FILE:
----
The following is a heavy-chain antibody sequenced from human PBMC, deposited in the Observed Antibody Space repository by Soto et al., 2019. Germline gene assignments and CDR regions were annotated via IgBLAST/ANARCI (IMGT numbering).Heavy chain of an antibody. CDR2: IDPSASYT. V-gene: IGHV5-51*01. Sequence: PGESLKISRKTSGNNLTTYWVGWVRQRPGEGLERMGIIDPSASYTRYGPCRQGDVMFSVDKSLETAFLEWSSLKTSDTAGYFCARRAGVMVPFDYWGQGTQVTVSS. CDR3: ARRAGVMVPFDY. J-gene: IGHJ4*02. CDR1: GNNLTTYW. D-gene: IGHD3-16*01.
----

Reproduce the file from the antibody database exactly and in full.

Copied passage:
The following is a heavy-chain antibody sequenced from human PBMC, deposited in the Observed Antibody Space repository by Soto et al., 2019. Germline gene assignments and CDR regions were annotated via IgBLAST/ANARCI (IMGT numbering).Heavy chain of an antibody. CDR2: IDPSASYT. V-gene: IGHV5-51*01. Sequence: PGESLKISRKTSGNNLTTYWVGWVRQRPGEGLERMGIIDPSASYTRYGPCRQGDVMFSVDKSLETAFLEWSSLKTSDTAGYFCARRAGVMVPFDYWGQGTQVTVSS. CDR3: ARRAGVMVPFDY. J-gene: IGHJ4*02. CDR1: GNNLTTYW. D-gene: IGHD3-16*01.